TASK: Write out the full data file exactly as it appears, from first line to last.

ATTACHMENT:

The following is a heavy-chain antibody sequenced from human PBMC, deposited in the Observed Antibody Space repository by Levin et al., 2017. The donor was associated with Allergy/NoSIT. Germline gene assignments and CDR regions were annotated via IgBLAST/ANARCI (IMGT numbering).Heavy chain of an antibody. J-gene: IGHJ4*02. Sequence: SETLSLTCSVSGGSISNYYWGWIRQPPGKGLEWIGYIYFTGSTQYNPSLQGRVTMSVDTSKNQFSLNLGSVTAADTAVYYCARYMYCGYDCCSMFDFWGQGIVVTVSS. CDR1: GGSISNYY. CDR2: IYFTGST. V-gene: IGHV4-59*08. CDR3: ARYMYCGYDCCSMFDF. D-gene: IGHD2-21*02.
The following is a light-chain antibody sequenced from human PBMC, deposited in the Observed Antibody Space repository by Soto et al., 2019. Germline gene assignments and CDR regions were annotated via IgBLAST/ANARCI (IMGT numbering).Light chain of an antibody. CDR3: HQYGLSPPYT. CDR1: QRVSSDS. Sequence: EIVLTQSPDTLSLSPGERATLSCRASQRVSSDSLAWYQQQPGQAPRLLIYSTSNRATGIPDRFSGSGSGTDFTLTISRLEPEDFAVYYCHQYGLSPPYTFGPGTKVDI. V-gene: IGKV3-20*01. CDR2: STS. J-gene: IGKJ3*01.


The following is a heavy-chain antibody sequenced from human PBMC, deposited in the Observed Antibody Space repository by Levin et al., 2017. The donor was associated with Allergy/NoSIT. Germline gene assignments and CDR regions were annotated via IgBLAST/ANARCI (IMGT numbering).Heavy chain of an antibody. J-gene: IGHJ4*02. Sequence: SETLSLTCSVSGGSISNYYWGWIRQPPGKGLEWIGYIYFTGSTQYNPSLQGRVTMSVDTSKNQFSLNLGSVTAADTAVYYCARYMYCGYDCCSMFDFWGQGIVVTVSS. CDR1: GGSISNYY. CDR2: IYFTGST. V-gene: IGHV4-59*08. CDR3: ARYMYCGYDCCSMFDF. D-gene: IGHD2-21*02.
The following is a light-chain antibody sequenced from human PBMC, deposited in the Observed Antibody Space repository by Soto et al., 2019. Germline gene assignments and CDR regions were annotated via IgBLAST/ANARCI (IMGT numbering).Light chain of an antibody. CDR3: HQYGLSPPYT. CDR1: QRVSSDS. Sequence: EIVLTQSPDTLSLSPGERATLSCRASQRVSSDSLAWYQQQPGQAPRLLIYSTSNRATGIPDRFSGSGSGTDFTLTISRLEPEDFAVYYCHQYGLSPPYTFGPGTKVDI. V-gene: IGKV3-20*01. CDR2: STS. J-gene: IGKJ3*01.